The 21+ group were the only respondents to state that AI content in its current form is better than human content, but this was still only a small portion of this group (8%).

A total of 43.12% of respondents stated that it was sometimes better, and 55.44% stated that it was not better.

Overall, the data highlights that those with more experience are the ones who have the most confidence in AI improving and having a positive impact on the creative industry.

Do creatives see AI as an opportunity or a threat?

The majority of creatives (75.3%) disagreed with the following statement: “AI threatens my job security”.

“AI is the future and it’s getting better all the time. As with any change, we have to adapt to work with it rather than fear it.”

Most creatives see AI as an opportunity, whilst only a quarter see AI as a threat to their job role. Both sides present a valid argument, but it also shows the split in opinion between those embracing the technology and those fearing it.

  • 74.3% of creatives agree that AI is going to impact their job roles in some way in the next decade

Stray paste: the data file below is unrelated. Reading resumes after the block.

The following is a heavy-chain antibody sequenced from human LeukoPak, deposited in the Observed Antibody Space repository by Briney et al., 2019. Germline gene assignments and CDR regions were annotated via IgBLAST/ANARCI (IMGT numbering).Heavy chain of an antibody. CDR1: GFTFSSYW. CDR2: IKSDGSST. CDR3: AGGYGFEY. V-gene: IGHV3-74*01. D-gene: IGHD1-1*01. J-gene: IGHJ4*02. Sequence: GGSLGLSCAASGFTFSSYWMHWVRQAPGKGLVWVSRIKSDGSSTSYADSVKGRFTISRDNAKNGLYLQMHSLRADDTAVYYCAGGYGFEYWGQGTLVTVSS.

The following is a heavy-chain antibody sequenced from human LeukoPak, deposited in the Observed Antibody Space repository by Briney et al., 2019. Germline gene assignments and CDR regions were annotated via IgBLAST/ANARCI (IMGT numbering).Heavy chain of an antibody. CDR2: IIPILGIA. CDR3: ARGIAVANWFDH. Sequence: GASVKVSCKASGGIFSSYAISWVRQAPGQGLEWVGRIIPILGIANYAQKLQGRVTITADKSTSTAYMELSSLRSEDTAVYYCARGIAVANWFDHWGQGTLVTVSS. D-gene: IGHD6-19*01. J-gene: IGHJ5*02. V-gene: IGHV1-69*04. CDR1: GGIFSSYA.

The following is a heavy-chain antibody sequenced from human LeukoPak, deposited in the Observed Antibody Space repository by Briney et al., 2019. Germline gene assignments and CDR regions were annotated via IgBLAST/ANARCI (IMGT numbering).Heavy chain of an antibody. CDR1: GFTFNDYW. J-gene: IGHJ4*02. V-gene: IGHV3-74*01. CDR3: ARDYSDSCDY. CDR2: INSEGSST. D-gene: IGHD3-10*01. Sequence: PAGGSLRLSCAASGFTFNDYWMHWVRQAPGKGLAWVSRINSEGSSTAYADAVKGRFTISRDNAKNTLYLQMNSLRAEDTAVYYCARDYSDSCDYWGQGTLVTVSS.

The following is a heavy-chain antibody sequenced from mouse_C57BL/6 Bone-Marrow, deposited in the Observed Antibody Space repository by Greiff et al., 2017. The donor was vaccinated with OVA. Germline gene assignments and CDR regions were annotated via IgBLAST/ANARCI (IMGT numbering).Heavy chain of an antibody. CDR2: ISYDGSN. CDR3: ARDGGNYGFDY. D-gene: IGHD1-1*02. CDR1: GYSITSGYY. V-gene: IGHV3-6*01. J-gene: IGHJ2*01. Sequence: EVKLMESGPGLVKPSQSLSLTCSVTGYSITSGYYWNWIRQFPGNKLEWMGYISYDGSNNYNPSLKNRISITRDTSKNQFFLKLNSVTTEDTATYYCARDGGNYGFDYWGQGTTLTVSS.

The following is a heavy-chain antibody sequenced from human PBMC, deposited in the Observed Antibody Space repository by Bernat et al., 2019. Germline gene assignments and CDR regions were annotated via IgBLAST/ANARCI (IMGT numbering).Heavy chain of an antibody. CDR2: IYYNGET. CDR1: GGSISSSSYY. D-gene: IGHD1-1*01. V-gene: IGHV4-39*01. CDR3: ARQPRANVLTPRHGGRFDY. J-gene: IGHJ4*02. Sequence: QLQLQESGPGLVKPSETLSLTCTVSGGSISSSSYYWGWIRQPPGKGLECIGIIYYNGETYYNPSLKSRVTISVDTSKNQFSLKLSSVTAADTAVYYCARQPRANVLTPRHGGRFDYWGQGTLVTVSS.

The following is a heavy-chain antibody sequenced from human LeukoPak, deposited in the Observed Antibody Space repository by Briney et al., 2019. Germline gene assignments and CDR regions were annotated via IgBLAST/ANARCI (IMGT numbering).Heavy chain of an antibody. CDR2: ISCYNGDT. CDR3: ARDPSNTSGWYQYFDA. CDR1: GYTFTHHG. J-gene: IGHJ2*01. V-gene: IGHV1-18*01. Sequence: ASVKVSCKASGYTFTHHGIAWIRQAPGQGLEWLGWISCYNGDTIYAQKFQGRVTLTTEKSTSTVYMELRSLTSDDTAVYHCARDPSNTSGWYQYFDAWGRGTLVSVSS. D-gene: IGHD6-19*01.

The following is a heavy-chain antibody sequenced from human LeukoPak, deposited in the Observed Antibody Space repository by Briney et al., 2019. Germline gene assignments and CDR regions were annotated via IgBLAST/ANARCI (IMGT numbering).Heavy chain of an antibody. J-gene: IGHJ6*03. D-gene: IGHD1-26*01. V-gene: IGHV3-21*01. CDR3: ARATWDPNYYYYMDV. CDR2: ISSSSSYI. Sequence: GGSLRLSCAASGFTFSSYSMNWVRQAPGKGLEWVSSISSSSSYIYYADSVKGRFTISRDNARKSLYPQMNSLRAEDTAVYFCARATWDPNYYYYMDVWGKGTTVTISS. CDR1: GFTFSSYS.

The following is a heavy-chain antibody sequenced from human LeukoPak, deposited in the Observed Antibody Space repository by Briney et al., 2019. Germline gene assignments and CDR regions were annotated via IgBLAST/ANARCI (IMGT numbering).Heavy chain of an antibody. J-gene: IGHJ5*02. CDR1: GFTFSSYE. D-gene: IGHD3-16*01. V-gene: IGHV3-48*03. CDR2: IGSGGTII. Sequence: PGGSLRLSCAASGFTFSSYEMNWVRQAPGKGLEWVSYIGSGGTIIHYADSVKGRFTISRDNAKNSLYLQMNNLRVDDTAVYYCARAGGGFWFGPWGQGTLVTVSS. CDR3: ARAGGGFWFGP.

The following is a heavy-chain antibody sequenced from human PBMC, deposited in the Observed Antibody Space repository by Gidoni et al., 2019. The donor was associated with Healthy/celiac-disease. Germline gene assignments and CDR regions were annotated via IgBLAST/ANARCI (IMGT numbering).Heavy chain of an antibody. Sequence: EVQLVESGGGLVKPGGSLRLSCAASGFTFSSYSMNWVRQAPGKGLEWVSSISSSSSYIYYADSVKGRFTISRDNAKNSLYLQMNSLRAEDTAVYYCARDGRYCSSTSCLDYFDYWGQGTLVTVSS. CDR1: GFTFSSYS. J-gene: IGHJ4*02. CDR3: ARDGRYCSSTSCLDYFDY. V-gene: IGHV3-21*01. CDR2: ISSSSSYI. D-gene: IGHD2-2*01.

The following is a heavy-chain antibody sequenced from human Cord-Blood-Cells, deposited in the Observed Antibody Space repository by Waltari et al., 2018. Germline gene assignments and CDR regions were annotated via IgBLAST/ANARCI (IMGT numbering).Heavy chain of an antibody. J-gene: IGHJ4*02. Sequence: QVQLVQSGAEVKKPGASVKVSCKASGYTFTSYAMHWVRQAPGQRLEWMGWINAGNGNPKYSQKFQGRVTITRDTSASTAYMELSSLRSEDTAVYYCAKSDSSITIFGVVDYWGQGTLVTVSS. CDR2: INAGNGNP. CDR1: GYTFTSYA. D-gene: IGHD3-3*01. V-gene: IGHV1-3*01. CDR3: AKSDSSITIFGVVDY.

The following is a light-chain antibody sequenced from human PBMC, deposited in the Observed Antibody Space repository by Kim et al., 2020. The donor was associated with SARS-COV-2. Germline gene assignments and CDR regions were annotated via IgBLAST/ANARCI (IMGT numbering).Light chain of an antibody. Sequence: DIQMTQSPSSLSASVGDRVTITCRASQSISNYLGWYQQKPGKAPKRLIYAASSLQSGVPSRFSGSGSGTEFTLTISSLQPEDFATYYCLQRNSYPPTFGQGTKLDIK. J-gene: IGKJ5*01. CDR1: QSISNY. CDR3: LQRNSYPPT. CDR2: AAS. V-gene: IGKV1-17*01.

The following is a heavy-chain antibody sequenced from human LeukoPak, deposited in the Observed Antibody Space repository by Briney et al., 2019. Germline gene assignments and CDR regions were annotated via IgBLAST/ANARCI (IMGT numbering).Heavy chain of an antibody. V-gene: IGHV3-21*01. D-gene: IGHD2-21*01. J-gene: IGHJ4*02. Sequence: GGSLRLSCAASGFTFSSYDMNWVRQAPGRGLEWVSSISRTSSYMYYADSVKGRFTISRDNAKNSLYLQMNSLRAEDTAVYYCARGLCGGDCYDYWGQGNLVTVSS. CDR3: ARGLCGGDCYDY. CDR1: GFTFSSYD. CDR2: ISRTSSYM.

• 76.3% of respondents that use AI, believe it will support them in the future
  • Only 6.2% of respondents strongly agreed that AI threatens their job security

Of the 24.7% that do feel threatened by AI, many of them report bad experiences with AI or have mentioned that they do not believe that the technology is quite up to standard. One respondent said this:

“I don’t use AI as I believe it is using, stealing and taking away jobs from real people in creative roles.”

A majority of creatives are willing to utilise AI within their job role. 28.4% of respondents said that they do not believe that AI will support them in their role, whereas 71.6% said that AI would support them.

Of the respondents that believe AI will support them, 76.3% of them are actively using AI or have used it, whereas only 24.7% do not use any AI tools.

It is difficult to see a future without AI and even the majority of those who do not currently use the technology are aware of its presence within the industry, recognising it will likely become a part of their role.


What do creatives think about the future of AI?

The majority of creatives agree (74.3%) that AI will have an impact on their job role in the next decade and only 3.5% said no.

Interestingly, of the 3.5% creatives who stated no to the question above, all had job roles where AI is already showing usefulness (coding, copywriting and image creation). All of them also stated that they had never used AI and disagreed that AI threatens their job security.

It is clear that creatives have very mixed emotions regarding utilising AI within their job role today and in the future.